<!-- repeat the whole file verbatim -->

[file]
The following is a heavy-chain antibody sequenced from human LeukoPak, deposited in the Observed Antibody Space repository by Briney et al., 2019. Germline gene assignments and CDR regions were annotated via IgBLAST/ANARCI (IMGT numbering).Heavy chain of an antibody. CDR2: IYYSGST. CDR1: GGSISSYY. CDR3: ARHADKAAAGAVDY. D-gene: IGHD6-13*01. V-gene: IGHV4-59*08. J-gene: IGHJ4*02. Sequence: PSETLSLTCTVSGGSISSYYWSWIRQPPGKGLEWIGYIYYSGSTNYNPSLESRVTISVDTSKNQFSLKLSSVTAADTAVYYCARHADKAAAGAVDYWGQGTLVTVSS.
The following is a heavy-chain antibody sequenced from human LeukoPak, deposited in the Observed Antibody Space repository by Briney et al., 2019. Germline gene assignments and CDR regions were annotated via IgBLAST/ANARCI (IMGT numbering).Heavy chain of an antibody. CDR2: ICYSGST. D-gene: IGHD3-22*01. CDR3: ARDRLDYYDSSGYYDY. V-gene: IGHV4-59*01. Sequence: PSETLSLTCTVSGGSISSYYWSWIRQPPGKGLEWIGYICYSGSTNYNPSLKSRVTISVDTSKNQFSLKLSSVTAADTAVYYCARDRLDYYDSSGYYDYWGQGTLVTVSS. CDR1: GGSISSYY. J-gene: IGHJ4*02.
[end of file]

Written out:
The following is a heavy-chain antibody sequenced from human LeukoPak, deposited in the Observed Antibody Space repository by Briney et al., 2019. Germline gene assignments and CDR regions were annotated via IgBLAST/ANARCI (IMGT numbering).Heavy chain of an antibody. CDR2: IYYSGST. CDR1: GGSISSYY. CDR3: ARHADKAAAGAVDY. D-gene: IGHD6-13*01. V-gene: IGHV4-59*08. J-gene: IGHJ4*02. Sequence: PSETLSLTCTVSGGSISSYYWSWIRQPPGKGLEWIGYIYYSGSTNYNPSLESRVTISVDTSKNQFSLKLSSVTAADTAVYYCARHADKAAAGAVDYWGQGTLVTVSS.
The following is a heavy-chain antibody sequenced from human LeukoPak, deposited in the Observed Antibody Space repository by Briney et al., 2019. Germline gene assignments and CDR regions were annotated via IgBLAST/ANARCI (IMGT numbering).Heavy chain of an antibody. CDR2: ICYSGST. D-gene: IGHD3-22*01. CDR3: ARDRLDYYDSSGYYDY. V-gene: IGHV4-59*01. Sequence: PSETLSLTCTVSGGSISSYYWSWIRQPPGKGLEWIGYICYSGSTNYNPSLKSRVTISVDTSKNQFSLKLSSVTAADTAVYYCARDRLDYYDSSGYYDYWGQGTLVTVSS. CDR1: GGSISSYY. J-gene: IGHJ4*02.